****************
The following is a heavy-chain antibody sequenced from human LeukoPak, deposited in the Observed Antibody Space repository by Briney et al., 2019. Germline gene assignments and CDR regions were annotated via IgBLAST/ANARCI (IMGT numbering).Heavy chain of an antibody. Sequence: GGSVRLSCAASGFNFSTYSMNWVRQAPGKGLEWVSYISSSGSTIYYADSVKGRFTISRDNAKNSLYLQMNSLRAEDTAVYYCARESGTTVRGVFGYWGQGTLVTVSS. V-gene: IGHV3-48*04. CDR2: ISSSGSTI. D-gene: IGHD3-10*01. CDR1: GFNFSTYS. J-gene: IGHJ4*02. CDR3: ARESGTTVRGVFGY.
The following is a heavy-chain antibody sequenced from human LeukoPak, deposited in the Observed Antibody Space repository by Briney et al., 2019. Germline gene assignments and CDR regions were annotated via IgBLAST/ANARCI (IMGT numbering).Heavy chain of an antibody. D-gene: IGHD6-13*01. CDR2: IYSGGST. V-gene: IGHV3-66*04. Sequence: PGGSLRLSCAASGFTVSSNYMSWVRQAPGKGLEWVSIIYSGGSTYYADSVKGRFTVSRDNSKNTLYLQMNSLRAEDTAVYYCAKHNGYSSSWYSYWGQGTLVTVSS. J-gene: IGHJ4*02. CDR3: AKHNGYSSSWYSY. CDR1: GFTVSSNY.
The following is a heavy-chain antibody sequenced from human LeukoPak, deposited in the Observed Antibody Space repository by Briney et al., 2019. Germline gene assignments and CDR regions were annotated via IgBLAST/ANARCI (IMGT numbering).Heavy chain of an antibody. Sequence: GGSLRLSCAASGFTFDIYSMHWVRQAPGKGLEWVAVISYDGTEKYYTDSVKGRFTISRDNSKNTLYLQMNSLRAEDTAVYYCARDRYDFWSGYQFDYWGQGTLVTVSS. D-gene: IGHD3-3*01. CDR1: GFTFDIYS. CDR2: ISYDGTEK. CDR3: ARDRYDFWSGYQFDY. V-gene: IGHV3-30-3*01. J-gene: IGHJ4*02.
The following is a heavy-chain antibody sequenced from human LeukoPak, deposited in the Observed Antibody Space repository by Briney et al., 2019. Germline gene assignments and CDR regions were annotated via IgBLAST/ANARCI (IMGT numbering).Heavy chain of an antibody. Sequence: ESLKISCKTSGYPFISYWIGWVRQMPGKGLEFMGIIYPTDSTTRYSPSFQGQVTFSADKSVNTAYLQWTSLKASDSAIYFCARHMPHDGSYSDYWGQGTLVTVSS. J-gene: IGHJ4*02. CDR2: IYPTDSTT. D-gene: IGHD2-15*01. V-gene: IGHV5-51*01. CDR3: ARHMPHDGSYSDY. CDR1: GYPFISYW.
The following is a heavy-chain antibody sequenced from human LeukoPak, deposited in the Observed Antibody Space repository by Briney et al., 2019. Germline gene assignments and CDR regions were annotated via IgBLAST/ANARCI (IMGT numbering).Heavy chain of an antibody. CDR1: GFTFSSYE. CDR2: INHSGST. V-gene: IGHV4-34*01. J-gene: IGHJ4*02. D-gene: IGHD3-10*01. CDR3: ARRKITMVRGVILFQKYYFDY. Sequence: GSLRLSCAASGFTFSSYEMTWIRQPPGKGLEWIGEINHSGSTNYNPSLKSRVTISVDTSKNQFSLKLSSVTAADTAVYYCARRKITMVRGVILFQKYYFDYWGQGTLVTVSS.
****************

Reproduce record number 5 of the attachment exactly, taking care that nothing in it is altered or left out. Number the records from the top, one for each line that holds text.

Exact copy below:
The following is a heavy-chain antibody sequenced from human LeukoPak, deposited in the Observed Antibody Space repository by Briney et al., 2019. Germline gene assignments and CDR regions were annotated via IgBLAST/ANARCI (IMGT numbering).Heavy chain of an antibody. CDR1: GFTFSSYE. CDR2: INHSGST. V-gene: IGHV4-34*01. J-gene: IGHJ4*02. D-gene: IGHD3-10*01. CDR3: ARRKITMVRGVILFQKYYFDY. Sequence: GSLRLSCAASGFTFSSYEMTWIRQPPGKGLEWIGEINHSGSTNYNPSLKSRVTISVDTSKNQFSLKLSSVTAADTAVYYCARRKITMVRGVILFQKYYFDYWGQGTLVTVSS.